Obama frames minimum wage fight in global terms
NEW BRITAIN, Connecticut (CNN) — In the midst of managing the nation’s response to the ongoing crisis in Ukraine, President Barack Obama enlisted the help of some fellow executives on Wednesday to continue his fight for an increase in the nation’s minimum wage.
To help make his case, Obama put his domestic fight in an international context, making a veiled reference to incidents abroad by characterizing the struggles of protesters around the globe as a search for American-style opportunity.
“There’s been a lot of news about foreign affairs around the world over the last several days, but also for the last couple years, and one of the things you see – a trend you see, it doesn’t matter if it’s in Central Europe or the Middle East or Africa, individuals want a chance to make it if they try,” Obama said, adding that kind of opportunity is precisely what makes the United States so special.
“But we’ve got some work to do to match up our ideals with the reality that’s happening on the ground right now.”
Appearing alongside four New England governors here at Central Connecticut State University, Obama praised their work to increase wages on a local level while decrying inaction in Congress for the failure to approve an increase nationwide.
“If we’re going to finish the job, Congress has to get on board,” the President said, contending that public opinion amongst both political parties is on his side. “The problem is Republicans in Congress oppose raising the minimum wage. Now I don’t know if that’s just because I proposed it, maybe I should say I oppose raising the minimum wage. They’d be for it. That’s possible.”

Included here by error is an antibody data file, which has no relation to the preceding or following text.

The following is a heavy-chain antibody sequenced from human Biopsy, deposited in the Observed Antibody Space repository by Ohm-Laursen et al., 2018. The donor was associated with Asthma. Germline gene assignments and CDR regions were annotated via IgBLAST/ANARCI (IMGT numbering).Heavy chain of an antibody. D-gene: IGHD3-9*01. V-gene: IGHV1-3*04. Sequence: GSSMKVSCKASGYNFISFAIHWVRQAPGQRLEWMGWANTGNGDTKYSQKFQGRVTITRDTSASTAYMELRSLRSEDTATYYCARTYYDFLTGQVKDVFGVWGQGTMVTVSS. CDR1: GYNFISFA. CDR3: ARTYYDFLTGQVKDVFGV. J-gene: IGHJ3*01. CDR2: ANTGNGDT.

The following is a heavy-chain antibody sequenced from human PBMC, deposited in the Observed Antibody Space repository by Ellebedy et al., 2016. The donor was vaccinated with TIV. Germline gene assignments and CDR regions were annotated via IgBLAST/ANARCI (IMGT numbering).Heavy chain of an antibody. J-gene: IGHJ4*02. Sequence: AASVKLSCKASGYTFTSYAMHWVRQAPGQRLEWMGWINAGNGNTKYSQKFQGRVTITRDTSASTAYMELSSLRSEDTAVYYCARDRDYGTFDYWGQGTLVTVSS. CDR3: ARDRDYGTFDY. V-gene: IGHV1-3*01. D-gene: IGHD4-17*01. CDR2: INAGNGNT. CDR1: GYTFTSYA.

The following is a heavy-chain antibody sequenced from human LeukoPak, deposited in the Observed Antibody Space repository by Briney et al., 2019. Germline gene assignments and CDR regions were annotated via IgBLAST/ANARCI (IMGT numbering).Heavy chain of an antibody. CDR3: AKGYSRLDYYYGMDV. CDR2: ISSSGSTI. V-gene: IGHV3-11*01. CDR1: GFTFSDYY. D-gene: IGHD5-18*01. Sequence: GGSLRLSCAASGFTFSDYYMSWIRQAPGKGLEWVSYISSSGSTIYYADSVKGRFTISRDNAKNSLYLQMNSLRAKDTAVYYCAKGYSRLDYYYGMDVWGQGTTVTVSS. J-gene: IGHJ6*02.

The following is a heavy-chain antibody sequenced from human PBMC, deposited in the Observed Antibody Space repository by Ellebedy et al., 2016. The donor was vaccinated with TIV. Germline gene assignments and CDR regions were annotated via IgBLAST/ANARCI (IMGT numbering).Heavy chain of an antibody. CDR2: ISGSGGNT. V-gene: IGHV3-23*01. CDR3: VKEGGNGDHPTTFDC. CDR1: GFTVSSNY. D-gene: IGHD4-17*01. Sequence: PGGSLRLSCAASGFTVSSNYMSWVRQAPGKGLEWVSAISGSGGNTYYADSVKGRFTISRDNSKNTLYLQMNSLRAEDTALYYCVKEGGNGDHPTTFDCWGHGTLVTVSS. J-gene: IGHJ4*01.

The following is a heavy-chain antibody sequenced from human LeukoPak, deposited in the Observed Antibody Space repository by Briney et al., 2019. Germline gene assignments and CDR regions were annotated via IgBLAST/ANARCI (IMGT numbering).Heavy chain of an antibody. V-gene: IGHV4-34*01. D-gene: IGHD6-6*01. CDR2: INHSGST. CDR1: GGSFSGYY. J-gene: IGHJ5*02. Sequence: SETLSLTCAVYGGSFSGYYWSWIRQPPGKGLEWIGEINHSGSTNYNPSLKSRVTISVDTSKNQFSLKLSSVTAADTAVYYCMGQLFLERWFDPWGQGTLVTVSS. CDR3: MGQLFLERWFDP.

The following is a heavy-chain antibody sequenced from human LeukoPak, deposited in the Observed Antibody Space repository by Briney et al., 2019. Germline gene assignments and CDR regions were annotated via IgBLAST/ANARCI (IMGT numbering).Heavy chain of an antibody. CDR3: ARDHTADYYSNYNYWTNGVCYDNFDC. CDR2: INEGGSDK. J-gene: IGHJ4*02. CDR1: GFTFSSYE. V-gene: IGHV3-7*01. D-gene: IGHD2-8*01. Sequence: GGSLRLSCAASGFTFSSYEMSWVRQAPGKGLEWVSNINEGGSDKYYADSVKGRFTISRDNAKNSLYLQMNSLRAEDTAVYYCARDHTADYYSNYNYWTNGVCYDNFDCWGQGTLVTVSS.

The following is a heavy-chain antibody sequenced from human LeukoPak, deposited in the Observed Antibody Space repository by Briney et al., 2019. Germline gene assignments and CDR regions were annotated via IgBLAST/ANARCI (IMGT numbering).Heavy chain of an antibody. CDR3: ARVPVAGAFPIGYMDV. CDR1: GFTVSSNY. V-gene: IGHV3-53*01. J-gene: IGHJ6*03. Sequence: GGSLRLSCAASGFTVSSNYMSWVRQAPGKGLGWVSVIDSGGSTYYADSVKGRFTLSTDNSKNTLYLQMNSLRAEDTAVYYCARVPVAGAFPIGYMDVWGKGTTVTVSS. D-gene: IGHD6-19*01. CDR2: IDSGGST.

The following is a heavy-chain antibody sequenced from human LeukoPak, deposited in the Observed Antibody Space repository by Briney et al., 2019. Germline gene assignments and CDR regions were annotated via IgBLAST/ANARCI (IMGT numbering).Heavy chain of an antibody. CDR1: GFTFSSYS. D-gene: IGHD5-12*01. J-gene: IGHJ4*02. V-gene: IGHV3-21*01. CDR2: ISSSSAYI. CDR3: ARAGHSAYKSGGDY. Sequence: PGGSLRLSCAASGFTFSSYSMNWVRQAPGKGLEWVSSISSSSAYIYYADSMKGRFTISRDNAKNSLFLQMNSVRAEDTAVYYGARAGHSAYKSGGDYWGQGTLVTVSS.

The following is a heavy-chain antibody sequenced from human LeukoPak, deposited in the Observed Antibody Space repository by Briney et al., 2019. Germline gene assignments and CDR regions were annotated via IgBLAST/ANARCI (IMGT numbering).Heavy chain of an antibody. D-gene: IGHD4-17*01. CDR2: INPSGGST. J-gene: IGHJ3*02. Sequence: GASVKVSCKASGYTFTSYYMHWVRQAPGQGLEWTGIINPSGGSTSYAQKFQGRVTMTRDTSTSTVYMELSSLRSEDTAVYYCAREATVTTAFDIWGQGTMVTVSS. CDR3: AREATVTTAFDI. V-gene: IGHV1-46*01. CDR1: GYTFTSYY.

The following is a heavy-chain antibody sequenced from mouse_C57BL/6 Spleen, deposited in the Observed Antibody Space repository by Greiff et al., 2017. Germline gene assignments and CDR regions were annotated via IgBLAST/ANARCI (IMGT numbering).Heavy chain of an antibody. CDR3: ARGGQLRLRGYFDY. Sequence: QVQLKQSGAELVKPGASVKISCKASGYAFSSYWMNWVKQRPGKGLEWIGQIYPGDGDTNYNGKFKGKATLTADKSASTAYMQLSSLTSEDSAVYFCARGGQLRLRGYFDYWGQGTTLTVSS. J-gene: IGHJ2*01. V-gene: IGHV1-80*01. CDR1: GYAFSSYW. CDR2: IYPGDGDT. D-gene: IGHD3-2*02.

All four states represented on stage by their elected leaders – Massachusetts, Rhode Island, Vermont and Connecticut – have wage floors higher than the level set by the federal government.
On a conference call Tuesday previewing the President’s event, outgoing head of the National Economic Council Gene Sperling said that increasing the nation’s minimum wage to $10.10 per hour would help between 24 million and 28 million people, depending on how you calculate it.
“For the President, this is about values; that work should mean you raise your family with dignity,” Sperling said. “It’s about doing something about reducing economic inequality. It’s about ensuring that we have real opportunity and a growing middle class. It’s about helping middle-class families get a little more security and making it a little easier for people to move up. And it’s just about economic common sense.”
Members of the Connecticut Congressional delegation also participated in Tuesday’s call and defended the President’s selection of their state to host his latest minimum wage sales pitch.
Arguing that Connecticut is “leading the way” when it comes to wages, Rep. Rosa DeLauro pointed to a recent increase in the state’s minimum wage from $8.25 to $8.70 per hour at the beginning of 2014, and an increase to $9 an hour scheduled for 2015.
“We in Connecticut should not be punished for doing the right thing when other states are in a race to the bottom by keeping a really artificially low — unconscionably low minimum wage,” said Rep. Elizabeth Etsy.
DeLauro acknowledged that passing a nationwide increase in the current Congress will likely be an uphill climb, but argued that doesn’t mean she and her colleagues shouldn’t keep fighting.
“To turn around and say that we’re not going to take it on because there is a political environment that is hostile in some instances to it, then what are we about? Where do our values lie?” DeLauro asked, pointing to public efforts by both Obama and Connecticut Gov. Dan Malloy as evidence of political momentum.
“You just don’t wring your hands and stand at the side of the road,” DeLauro said. “You stand your ground and you fight.”
After departing Connecticut, Obama heads to the Boston area for two fundraisers Wednesday night on behalf of the Democratic National Committee. The first will take place in Cambridge, where the President will participate in a roundtable discussion with approximately 25 donors. He’ll then head to the Artists for Humanity EpiCenter in Boston for a dinner with roughly 70 donors. Tickets for both events range from $5,000 to $20,000 per person.
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